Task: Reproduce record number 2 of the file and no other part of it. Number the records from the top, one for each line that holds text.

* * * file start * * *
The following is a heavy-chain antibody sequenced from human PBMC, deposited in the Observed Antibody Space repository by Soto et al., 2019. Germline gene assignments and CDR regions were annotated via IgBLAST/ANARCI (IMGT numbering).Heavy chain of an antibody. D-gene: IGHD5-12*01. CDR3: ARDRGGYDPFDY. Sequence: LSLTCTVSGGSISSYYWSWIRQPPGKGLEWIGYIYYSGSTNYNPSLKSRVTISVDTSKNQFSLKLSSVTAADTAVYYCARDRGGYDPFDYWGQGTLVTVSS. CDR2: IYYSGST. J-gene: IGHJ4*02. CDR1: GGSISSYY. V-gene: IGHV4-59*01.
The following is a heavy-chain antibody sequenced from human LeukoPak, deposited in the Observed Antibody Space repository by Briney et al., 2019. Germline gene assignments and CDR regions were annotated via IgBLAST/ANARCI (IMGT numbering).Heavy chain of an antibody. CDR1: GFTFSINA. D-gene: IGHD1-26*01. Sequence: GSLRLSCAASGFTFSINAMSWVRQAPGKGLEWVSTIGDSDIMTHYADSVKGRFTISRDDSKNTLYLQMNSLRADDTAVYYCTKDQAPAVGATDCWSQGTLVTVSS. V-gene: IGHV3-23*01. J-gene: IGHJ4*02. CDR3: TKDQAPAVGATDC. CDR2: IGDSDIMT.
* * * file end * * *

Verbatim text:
The following is a heavy-chain antibody sequenced from human LeukoPak, deposited in the Observed Antibody Space repository by Briney et al., 2019. Germline gene assignments and CDR regions were annotated via IgBLAST/ANARCI (IMGT numbering).Heavy chain of an antibody. CDR1: GFTFSINA. D-gene: IGHD1-26*01. Sequence: GSLRLSCAASGFTFSINAMSWVRQAPGKGLEWVSTIGDSDIMTHYADSVKGRFTISRDDSKNTLYLQMNSLRADDTAVYYCTKDQAPAVGATDCWSQGTLVTVSS. V-gene: IGHV3-23*01. J-gene: IGHJ4*02. CDR3: TKDQAPAVGATDC. CDR2: IGDSDIMT.